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Am J Med. 2005 Jul;118(7):728-34.

Incidence and hospital death rates associated with heart failure: a community-wide perspective.

Author information

  • 1Department of Medicine, Division of Cardiovascular Medicine, University of Massachusetts Medical School, Worcester, Massachusetts 01655, USA. goldberr@ummhc.org

Abstract

PURPOSE:

Despite often stated references to the emerging epidemic of heart failure in the United States, relatively little data are available describing the incidence and short-term death rates associated with this clinical syndrome. The objectives of this study were to describe the hospital incidence and death rates associated with acute heart failure and factors associated with an adverse hospital prognosis in residents of the Worcester, Mass, metropolitan area hospitalized at all greater Worcester medical centers with new onset heart failure in 2000.

SUBJECTS AND METHODS:

We reviewed the medical records of patients hospitalized for acute heart failure at all 11 area medical centers during 2000. New onset heart failure was diagnosed using standardized criteria. Regression analyses were performed to examine demographic and clinical factors associated with hospital death rates.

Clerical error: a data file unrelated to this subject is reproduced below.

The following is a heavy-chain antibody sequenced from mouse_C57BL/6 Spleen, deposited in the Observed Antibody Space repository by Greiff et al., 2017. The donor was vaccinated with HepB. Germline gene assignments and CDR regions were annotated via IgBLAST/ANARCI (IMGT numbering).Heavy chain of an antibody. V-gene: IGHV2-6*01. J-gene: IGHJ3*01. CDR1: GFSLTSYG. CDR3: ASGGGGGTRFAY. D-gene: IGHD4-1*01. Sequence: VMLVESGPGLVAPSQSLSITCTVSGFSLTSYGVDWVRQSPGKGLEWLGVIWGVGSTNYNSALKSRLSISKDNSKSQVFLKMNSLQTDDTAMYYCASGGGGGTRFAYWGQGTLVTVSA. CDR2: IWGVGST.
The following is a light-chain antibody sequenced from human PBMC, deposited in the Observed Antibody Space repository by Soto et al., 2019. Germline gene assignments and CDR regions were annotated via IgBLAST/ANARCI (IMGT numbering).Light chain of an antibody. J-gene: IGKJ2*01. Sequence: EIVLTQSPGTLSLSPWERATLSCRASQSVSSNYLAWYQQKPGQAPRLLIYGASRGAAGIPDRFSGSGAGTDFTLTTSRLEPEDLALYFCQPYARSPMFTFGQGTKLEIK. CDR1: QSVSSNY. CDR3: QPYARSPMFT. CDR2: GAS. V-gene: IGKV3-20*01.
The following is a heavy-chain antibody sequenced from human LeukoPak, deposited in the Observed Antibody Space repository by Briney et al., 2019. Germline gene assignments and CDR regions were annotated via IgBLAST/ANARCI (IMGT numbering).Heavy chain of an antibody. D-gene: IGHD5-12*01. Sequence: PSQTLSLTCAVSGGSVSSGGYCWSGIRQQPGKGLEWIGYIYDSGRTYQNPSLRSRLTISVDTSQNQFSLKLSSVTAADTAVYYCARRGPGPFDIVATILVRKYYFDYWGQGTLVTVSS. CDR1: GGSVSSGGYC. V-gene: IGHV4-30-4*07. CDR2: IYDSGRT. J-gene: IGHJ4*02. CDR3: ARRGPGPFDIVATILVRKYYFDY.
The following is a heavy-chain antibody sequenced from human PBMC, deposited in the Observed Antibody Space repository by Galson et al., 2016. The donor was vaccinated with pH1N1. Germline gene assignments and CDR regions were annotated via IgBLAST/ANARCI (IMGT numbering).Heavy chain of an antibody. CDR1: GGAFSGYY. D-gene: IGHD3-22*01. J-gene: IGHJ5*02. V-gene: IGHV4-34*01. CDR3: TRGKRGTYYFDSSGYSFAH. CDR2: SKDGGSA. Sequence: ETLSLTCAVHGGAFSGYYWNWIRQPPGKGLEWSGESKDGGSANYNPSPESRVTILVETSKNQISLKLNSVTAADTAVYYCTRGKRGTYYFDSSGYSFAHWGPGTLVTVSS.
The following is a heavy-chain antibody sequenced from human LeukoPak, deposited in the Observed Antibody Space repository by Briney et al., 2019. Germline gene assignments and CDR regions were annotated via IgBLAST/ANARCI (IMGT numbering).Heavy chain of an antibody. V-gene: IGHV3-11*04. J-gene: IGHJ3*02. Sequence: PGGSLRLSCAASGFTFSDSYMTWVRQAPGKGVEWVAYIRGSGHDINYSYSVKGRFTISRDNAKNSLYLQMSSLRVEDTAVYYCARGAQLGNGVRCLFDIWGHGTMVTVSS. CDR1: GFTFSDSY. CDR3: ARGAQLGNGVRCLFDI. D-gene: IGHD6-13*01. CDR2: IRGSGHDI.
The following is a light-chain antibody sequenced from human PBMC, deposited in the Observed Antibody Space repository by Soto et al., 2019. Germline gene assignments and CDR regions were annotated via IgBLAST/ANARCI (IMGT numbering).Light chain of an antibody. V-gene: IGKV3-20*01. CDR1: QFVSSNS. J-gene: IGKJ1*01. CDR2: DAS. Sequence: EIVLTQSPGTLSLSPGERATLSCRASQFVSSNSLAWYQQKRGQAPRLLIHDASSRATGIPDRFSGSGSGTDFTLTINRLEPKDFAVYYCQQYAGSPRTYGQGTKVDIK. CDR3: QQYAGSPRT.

RESULTS:

During 2000, 2604 men and women from greater Worcester were diagnosed with new onset heart failure; 637 (24.5%) of these cases were initial events. The incidence and attack rates (per 100,000) of heart failure were 219 and 897, respectively. Occurrence of heart failure increased with advancing age, and women were at greater risk for heart failure than men (incidence rates [per 100,000] = 250 and 194, respectively). Hospital case-fatality rates were 5.1%. Hospital death rates were associated with several demographic and clinical characteristics.

CONCLUSIONS:

The results of this study suggest that heart failure is an important clinical syndrome affecting residents of this large northeast community. Several groups at high risk for developing or dying from heart failure can be identified and targeted for preventive efforts as well as for the receipt of effective treatment modalities.

PMID:
15989906
[PubMed - indexed for MEDLINE]
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